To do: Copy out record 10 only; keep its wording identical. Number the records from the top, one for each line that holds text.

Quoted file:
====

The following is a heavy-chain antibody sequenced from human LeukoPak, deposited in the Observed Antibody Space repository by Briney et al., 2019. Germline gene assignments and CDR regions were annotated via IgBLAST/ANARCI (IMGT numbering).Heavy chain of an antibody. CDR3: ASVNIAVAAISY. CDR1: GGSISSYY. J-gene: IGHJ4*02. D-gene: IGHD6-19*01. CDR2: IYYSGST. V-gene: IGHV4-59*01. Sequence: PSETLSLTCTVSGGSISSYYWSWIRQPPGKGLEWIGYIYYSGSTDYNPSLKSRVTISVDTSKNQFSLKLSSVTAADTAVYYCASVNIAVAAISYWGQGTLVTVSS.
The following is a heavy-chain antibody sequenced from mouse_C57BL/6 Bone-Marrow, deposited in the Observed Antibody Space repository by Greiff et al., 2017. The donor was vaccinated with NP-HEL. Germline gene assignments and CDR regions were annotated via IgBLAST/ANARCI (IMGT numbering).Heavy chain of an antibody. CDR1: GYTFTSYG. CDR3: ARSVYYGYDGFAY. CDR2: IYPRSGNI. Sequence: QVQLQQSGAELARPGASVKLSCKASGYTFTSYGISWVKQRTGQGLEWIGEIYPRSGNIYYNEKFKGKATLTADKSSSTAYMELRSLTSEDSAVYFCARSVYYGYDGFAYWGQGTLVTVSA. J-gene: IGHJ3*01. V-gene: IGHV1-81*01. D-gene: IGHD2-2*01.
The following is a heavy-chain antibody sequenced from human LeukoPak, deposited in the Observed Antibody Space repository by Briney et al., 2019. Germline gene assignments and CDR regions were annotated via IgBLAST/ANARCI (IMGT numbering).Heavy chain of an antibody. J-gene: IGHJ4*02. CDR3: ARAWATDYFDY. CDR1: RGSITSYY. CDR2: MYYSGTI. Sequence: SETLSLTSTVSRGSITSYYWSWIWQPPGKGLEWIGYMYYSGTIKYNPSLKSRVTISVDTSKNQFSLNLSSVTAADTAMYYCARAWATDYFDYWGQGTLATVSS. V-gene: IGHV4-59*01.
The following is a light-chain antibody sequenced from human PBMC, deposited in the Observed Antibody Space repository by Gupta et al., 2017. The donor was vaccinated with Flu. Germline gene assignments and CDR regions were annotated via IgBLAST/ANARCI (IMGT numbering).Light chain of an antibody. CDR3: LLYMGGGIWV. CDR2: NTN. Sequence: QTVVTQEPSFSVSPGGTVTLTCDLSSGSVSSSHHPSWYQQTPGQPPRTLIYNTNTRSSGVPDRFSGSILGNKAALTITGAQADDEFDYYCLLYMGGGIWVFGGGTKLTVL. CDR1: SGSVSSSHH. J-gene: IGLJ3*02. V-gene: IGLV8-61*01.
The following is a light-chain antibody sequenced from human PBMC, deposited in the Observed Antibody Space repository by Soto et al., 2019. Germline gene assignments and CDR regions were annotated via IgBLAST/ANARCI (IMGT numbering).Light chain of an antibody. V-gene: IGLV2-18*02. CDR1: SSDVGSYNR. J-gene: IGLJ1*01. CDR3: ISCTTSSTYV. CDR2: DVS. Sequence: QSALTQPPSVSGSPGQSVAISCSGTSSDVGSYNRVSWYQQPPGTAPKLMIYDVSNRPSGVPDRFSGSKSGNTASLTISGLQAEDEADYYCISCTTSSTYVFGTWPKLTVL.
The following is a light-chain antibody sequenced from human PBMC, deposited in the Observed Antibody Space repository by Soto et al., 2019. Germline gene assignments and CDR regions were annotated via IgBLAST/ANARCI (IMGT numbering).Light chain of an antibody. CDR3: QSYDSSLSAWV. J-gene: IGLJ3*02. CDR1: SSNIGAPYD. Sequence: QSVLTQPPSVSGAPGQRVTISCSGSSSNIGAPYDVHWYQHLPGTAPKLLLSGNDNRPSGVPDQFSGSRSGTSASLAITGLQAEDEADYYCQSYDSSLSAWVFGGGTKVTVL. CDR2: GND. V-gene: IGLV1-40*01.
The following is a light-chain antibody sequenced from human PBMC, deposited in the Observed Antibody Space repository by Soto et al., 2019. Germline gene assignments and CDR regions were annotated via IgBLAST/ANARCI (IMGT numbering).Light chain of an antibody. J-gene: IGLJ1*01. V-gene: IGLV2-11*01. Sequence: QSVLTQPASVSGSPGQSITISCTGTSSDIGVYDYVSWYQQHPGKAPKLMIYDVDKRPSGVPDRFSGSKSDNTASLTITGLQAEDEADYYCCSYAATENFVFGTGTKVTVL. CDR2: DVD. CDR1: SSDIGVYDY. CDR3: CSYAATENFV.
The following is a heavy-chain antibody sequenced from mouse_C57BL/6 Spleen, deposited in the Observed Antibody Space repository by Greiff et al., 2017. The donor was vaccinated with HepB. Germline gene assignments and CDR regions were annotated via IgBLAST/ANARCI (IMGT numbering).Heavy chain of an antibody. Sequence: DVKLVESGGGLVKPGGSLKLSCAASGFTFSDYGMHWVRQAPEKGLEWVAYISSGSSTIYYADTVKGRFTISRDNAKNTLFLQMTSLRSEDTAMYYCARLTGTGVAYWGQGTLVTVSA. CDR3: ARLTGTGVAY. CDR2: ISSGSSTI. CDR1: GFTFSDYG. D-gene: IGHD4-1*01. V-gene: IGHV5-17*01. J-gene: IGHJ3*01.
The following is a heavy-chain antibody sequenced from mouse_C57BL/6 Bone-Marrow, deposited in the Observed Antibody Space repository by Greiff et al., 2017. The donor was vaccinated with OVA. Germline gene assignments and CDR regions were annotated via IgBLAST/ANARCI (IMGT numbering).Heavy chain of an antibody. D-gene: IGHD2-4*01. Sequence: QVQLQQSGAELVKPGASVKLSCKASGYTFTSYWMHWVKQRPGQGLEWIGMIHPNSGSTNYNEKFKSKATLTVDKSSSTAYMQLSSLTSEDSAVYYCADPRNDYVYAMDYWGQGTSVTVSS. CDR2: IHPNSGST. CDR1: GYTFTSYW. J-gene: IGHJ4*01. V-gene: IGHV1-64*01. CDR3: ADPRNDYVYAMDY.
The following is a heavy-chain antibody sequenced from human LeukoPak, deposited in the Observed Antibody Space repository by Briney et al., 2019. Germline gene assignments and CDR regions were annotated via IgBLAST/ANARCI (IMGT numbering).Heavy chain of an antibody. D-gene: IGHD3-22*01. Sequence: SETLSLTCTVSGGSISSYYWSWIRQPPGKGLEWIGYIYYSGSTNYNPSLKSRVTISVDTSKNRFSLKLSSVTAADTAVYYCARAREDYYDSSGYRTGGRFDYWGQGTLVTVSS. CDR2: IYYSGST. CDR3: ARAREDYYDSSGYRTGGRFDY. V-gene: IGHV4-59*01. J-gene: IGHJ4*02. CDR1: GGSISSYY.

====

The following is a heavy-chain antibody sequenced from human LeukoPak, deposited in the Observed Antibody Space repository by Briney et al., 2019. Germline gene assignments and CDR regions were annotated via IgBLAST/ANARCI (IMGT numbering).Heavy chain of an antibody. D-gene: IGHD3-22*01. Sequence: SETLSLTCTVSGGSISSYYWSWIRQPPGKGLEWIGYIYYSGSTNYNPSLKSRVTISVDTSKNRFSLKLSSVTAADTAVYYCARAREDYYDSSGYRTGGRFDYWGQGTLVTVSS. CDR2: IYYSGST. CDR3: ARAREDYYDSSGYRTGGRFDY. V-gene: IGHV4-59*01. J-gene: IGHJ4*02. CDR1: GGSISSYY.